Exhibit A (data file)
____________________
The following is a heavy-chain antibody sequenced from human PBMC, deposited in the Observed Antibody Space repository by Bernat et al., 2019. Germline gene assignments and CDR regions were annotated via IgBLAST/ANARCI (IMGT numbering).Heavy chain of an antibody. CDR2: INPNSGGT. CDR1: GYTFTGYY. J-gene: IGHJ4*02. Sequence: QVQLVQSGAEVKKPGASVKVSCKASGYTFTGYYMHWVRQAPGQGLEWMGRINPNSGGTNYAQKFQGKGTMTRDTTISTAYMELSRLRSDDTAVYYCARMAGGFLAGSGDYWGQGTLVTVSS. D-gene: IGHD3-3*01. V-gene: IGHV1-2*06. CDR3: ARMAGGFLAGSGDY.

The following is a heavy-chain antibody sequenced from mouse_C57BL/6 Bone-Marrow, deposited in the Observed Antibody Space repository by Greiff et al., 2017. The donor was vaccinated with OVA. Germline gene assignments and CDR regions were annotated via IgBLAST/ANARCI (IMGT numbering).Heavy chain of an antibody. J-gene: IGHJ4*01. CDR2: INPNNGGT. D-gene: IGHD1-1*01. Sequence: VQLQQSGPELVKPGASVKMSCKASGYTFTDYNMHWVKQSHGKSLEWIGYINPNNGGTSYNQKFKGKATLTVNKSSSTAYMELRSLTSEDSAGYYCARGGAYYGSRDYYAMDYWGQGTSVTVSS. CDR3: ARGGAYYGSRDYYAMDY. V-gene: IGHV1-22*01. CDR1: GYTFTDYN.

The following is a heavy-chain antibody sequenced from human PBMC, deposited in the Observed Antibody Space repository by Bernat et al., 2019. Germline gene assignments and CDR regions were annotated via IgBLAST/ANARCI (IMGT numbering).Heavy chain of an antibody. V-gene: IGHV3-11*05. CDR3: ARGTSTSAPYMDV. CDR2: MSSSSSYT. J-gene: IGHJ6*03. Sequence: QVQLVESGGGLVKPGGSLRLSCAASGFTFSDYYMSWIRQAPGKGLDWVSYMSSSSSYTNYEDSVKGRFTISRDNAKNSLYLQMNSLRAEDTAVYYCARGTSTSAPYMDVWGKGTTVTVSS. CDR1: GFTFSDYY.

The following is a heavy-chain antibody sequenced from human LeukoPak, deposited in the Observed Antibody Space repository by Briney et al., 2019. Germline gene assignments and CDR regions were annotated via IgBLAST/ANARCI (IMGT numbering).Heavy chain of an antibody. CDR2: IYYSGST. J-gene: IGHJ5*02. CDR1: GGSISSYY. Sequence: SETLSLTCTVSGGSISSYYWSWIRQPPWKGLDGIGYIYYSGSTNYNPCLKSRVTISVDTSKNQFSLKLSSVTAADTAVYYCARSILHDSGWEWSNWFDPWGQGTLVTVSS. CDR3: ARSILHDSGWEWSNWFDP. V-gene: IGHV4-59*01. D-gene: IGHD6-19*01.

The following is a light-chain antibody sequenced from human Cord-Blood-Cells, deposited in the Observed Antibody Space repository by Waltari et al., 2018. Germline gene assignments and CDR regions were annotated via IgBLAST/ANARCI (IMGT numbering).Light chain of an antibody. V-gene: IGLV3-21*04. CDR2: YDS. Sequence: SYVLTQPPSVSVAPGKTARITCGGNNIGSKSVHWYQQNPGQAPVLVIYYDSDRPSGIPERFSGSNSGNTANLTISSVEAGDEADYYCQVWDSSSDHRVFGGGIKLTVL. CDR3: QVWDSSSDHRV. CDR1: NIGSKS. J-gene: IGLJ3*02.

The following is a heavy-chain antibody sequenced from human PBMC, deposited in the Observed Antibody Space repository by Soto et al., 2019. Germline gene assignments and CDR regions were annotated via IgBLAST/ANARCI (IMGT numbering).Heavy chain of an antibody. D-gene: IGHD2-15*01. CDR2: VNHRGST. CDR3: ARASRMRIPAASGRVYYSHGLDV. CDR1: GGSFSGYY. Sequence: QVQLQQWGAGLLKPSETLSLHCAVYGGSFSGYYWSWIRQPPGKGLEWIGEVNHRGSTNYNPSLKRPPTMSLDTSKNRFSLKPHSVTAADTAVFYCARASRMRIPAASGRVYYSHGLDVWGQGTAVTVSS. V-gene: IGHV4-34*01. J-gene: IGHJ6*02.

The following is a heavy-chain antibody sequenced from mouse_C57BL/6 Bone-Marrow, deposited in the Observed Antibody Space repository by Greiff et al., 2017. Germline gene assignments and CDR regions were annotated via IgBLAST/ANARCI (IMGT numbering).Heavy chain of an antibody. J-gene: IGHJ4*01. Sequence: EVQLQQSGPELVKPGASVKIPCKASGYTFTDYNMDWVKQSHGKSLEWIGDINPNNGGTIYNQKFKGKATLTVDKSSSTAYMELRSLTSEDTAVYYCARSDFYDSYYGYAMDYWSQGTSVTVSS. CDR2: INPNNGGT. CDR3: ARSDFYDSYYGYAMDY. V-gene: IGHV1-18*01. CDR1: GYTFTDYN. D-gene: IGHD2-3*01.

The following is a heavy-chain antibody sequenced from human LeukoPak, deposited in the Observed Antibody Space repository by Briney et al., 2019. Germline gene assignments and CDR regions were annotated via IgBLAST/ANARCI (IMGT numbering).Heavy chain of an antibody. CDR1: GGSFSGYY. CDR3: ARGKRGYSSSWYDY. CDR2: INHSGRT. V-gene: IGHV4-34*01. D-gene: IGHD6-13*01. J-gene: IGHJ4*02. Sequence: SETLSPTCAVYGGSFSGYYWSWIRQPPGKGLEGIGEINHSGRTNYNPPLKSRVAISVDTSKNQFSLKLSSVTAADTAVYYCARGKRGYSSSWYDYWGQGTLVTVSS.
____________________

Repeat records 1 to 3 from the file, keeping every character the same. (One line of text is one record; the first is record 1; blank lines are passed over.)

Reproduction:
The following is a heavy-chain antibody sequenced from human PBMC, deposited in the Observed Antibody Space repository by Bernat et al., 2019. Germline gene assignments and CDR regions were annotated via IgBLAST/ANARCI (IMGT numbering).Heavy chain of an antibody. CDR2: INPNSGGT. CDR1: GYTFTGYY. J-gene: IGHJ4*02. Sequence: QVQLVQSGAEVKKPGASVKVSCKASGYTFTGYYMHWVRQAPGQGLEWMGRINPNSGGTNYAQKFQGKGTMTRDTTISTAYMELSRLRSDDTAVYYCARMAGGFLAGSGDYWGQGTLVTVSS. D-gene: IGHD3-3*01. V-gene: IGHV1-2*06. CDR3: ARMAGGFLAGSGDY.

The following is a heavy-chain antibody sequenced from mouse_C57BL/6 Bone-Marrow, deposited in the Observed Antibody Space repository by Greiff et al., 2017. The donor was vaccinated with OVA. Germline gene assignments and CDR regions were annotated via IgBLAST/ANARCI (IMGT numbering).Heavy chain of an antibody. J-gene: IGHJ4*01. CDR2: INPNNGGT. D-gene: IGHD1-1*01. Sequence: VQLQQSGPELVKPGASVKMSCKASGYTFTDYNMHWVKQSHGKSLEWIGYINPNNGGTSYNQKFKGKATLTVNKSSSTAYMELRSLTSEDSAGYYCARGGAYYGSRDYYAMDYWGQGTSVTVSS. CDR3: ARGGAYYGSRDYYAMDY. V-gene: IGHV1-22*01. CDR1: GYTFTDYN.

The following is a heavy-chain antibody sequenced from human PBMC, deposited in the Observed Antibody Space repository by Bernat et al., 2019. Germline gene assignments and CDR regions were annotated via IgBLAST/ANARCI (IMGT numbering).Heavy chain of an antibody. V-gene: IGHV3-11*05. CDR3: ARGTSTSAPYMDV. CDR2: MSSSSSYT. J-gene: IGHJ6*03. Sequence: QVQLVESGGGLVKPGGSLRLSCAASGFTFSDYYMSWIRQAPGKGLDWVSYMSSSSSYTNYEDSVKGRFTISRDNAKNSLYLQMNSLRAEDTAVYYCARGTSTSAPYMDVWGKGTTVTVSS. CDR1: GFTFSDYY.